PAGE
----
The golden age of Hollywood is a very unique time for American film. This was a time when actors were a commodity for a studio and the idea was more important than a director’s vision. While this is true for most films of this time, there were exceptions to that rule. With that said, The Treasure of the Sierra Madre is one of the biggest exceptions, and took major risks for that time period. When I think of character arcs that grow and eventually take a turn for the worst, while also showing the viewer what’s wrong with society, I think of the movies of the 1970s by auteurs like Martin Scorsese and Francis Ford Coppola. The fact that The Treasure of the Sierra Madre was released in 1948 and featured this level of dark development and cynical humor made this film something that would live on forever with lovers of the medium.

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After failing to find any real kind of income in the Mexican oil-town of Tampico, Mexico, two drifters named Dobbs (Humphrey Bogart) and Curtin (Tim Holt) are close to giving up their efforts. Luck starts to shine one them, however, when Dobbs wins a small lottery and the two meet a prospector named Howard (Walter Huston), who tells them of the abundance of gold hidden deep in the Sierra Madre mountains. The three men soon set out on their adventure to dig up the gold and make their fortune. Trouble waits for them along the way, including a gang of ruthless bandits, but that’s just where their troubles begin. The trio soon begin to get very suspicious of each other and how much they can all trust each other. It soon boils down to a game of last man standing to determine who will get the gold and the fortune that goes along with it.

Like I said before, this is a pretty dark and cynical movie that certainly didn’t pander to audiences of the time period. Anyone who looks at the posters or trailer for this movie when it was first released could swear that The Treasure of the Sierra Madre was a straight up adventure story. Well, they’d be surprised to find out that it most certainly wasn’t. Jack Warner was very excited about this movie and gave writer and director John Huston complete control over his film, but Warner was also very concerned with how to market the movie once it was finished. This movie is more of a character study of Dobbs more than it is anything else, and at times, the film got pretty cerebral which was unexpected. A lot of the success of this movie, along with John Huston’s superb direction, can be associated with Humphrey Bogart’s thrilling performance.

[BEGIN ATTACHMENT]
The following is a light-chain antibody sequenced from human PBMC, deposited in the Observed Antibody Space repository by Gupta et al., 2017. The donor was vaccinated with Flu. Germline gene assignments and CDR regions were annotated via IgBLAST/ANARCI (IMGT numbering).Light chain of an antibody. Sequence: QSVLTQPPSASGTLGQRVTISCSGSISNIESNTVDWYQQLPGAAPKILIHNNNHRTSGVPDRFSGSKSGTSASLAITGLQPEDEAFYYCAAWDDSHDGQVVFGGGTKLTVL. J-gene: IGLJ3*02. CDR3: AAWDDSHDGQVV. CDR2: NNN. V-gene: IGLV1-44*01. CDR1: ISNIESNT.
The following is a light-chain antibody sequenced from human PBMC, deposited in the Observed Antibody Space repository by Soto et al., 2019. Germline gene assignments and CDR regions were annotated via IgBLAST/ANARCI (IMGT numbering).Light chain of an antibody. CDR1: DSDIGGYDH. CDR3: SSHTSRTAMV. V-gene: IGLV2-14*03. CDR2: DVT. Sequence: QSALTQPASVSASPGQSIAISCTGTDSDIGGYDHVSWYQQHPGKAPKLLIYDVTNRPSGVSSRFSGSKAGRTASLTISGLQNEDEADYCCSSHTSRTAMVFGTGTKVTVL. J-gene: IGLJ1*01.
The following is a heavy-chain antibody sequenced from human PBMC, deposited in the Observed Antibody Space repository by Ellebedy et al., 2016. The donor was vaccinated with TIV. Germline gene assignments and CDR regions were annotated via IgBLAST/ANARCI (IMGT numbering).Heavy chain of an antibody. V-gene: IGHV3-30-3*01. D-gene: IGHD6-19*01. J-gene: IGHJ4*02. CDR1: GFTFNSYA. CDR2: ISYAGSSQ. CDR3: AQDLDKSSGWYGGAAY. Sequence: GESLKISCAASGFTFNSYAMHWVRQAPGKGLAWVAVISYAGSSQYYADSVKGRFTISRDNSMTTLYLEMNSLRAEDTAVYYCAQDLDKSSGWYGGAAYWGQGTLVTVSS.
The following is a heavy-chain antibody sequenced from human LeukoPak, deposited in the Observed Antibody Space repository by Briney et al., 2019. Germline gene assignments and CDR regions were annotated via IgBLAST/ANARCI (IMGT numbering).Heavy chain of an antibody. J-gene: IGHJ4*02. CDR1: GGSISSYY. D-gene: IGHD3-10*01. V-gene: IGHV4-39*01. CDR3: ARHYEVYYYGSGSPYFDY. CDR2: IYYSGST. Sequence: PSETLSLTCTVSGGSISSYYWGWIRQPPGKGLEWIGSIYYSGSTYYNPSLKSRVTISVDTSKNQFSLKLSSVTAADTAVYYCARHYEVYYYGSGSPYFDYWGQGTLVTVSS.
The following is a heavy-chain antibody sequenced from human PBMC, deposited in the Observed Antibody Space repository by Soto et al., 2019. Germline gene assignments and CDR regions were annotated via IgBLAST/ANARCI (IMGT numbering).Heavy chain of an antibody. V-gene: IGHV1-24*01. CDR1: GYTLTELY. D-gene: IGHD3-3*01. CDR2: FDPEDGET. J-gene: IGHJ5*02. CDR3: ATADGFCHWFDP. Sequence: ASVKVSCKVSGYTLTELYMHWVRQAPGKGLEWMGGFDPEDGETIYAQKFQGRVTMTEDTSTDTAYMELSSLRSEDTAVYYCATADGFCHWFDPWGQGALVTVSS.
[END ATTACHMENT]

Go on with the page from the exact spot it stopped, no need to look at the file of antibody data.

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Now, I’m going to say something that may sound pretty outrageous, but I’m not really that huge a fan of Humphrey Bogart. His acting in most things is pretty standard and I find him to be a little overrated. He pretty much plays the same range of character in any movie I’ve seen him in. Of course, the theme of this movie’s history can be titled “exceptions to the rule” and this is another one. Bogart is simply outstanding in his performance as Dobbs, a character who goes from one trouble to another and by the time the movie’s over, it’s all finally caught up and has become too much for him to handle. At first, Bogart plays the role pretty subtly, but as the story progresses, he lashes out more and more and becomes almost unrecognizable by the end. This is one of the finest character changes in this history of film, and it’s all thanks to Bogart’s ever changing demeanor and this rare time that he literally seemed to become somebody else entirely.

While The Treasure of the Sierra Madre isn’t an adventure movie per se, it does have it’s fair share of adventure. There’s plenty of shoot outs and tense interactions that give this movie some real excitement. It’s interesting to note that at the time this movie was being shot, it was relatively new for Hollywood film makers to shoot a film on location, especially when the location is as brutal as it was for this film. Some of these scenes were shot on back lots and in the studio, but a lot of the film was actually shot in the deserts of Arizona and Mexico. This made for a really grueling shoot filled with loaded tempers, but it all paid off in the end. Shooting this movie on location gives it a sense of realism that adds to the darker, more realistic tones of the movie as a whole. I couldn’t have seen it working as well as it did if it were all shot in studio.

The Treasure of the Sierra Madre is a movie far ahead of its time that shares similar themes and characterizations that would become more known with movies of the 1970s. There’s plenty of adventure and entertainment stuffed in the story, but the most fun I had watching this movie was seeing an average character fall way too deep into his own head and become paranoid beyond repair. This film works best as a character study, but that doesn’t mean it can’t have thrills along the way. The Treasure of the Sierra Madre has certainly earned the right to be called a classic and named one of the best American films of all time.